The age old question rears its head when you venture into the world for the first time as an adult: Should you rent a place to live in or buy? Young Wealth would like to offer a third option, the one most often left out of the equation, which is do both! But first let’s take a short trip to a little place we
like to call reality. As a recent college graduate, or even simply a person in your early to mid-twenties, banks and other lenders might not offer you the option of buying a home yet, at least not without your parents or other adult with an established credit record to co-sign for you.
Most young people rent first because that’s all they can do. Buying is not an option yet, and it’s not even because they have bad credit, but because they haven’t had time to establish much credit history at all yet. Don’t feel bad about it. That’s the way the world works. You build a good credit rating as time passes by paying your bills on time, not exceeding your credit card balance, and keeping a debt to income ratio of about 16%.
But back to the point of the article. How does one both rent and buy at the same time? Using a type of investing called income property, you can gain the benefits that go beyond what renting or buying a house can do for you individually. Let’s consider a nice little duplex. Nothing fancy, but clean, neat, and in a decent neighborhood. Run the numbers, considering what your mortgage payment would be if you decided to buy it, and how much you could earn in rent from a tenant by renting out one side. If the numbers work, you live in one side and rent out the other. Often the rent paid by your tenant will completely cover the amount of the monthly mortgage payment and, even if it doesn’t pay it all, should make a good-sized dent.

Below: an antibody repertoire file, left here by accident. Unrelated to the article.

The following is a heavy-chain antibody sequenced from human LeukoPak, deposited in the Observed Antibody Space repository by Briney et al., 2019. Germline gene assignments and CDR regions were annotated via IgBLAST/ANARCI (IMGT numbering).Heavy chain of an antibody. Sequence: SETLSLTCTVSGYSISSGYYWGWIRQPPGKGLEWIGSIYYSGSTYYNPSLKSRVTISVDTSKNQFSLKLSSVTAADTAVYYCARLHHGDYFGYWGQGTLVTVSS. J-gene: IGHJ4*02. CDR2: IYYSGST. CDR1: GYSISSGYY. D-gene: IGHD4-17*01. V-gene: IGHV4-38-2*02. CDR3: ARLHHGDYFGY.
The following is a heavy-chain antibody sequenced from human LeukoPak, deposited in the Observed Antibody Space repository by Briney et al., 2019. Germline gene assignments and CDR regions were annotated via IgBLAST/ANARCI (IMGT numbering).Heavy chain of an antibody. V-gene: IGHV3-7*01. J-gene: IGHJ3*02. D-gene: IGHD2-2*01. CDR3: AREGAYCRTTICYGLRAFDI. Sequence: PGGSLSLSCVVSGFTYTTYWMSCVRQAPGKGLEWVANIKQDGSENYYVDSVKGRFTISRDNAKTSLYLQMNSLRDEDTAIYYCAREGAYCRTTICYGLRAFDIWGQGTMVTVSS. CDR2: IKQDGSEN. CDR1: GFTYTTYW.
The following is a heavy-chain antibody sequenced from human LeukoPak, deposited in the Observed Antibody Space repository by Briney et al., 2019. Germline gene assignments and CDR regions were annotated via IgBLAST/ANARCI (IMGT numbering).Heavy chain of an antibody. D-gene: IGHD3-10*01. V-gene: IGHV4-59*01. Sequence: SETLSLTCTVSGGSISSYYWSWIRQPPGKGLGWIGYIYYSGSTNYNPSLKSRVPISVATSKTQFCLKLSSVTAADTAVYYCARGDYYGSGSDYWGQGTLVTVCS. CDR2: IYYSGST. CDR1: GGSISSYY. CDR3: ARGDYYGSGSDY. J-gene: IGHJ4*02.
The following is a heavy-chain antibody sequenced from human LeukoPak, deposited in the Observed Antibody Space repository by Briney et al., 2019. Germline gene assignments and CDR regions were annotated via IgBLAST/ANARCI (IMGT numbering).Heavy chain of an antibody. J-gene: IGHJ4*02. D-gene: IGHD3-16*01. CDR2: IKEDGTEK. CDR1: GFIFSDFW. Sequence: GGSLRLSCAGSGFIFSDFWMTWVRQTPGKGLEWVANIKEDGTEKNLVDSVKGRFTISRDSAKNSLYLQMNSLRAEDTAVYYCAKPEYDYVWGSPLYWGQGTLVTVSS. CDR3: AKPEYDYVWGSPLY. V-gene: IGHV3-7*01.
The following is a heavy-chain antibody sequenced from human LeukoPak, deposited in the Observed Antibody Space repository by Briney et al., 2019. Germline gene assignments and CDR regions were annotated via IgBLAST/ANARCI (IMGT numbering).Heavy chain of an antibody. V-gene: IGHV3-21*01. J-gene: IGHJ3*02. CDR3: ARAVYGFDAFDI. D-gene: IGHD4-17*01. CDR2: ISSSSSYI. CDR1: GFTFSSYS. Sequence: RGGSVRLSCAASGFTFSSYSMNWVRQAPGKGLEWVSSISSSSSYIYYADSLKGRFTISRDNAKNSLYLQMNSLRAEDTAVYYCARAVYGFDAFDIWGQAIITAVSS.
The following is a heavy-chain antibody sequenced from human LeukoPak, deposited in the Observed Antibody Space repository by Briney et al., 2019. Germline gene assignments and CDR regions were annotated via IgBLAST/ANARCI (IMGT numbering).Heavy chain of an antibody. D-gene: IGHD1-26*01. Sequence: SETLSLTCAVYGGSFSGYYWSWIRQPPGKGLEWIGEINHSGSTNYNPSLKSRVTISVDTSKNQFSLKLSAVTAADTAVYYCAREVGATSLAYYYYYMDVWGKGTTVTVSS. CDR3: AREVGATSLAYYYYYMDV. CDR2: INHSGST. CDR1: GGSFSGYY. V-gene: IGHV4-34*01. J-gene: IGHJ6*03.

The end result is you either get free rent (if income from the other side covers your payment), or greatly reduced rent yourself if it doesn’t cover everything. Either way, it’s a heck of a deal for you, especially when you consider you’re going to own the asset (the duplex) at the end of the mortgage, even though the bank put up all but about 20% of the purchase price and your tenant’s money was actually what paid it off.
Even better might be to rent both sides out, a move that could leave you with positive cash flow above and beyond the loan payment. And you can repeat this process again and again and again with different properties? Are you beginning to see the possibilities?
The Young Wealth Team
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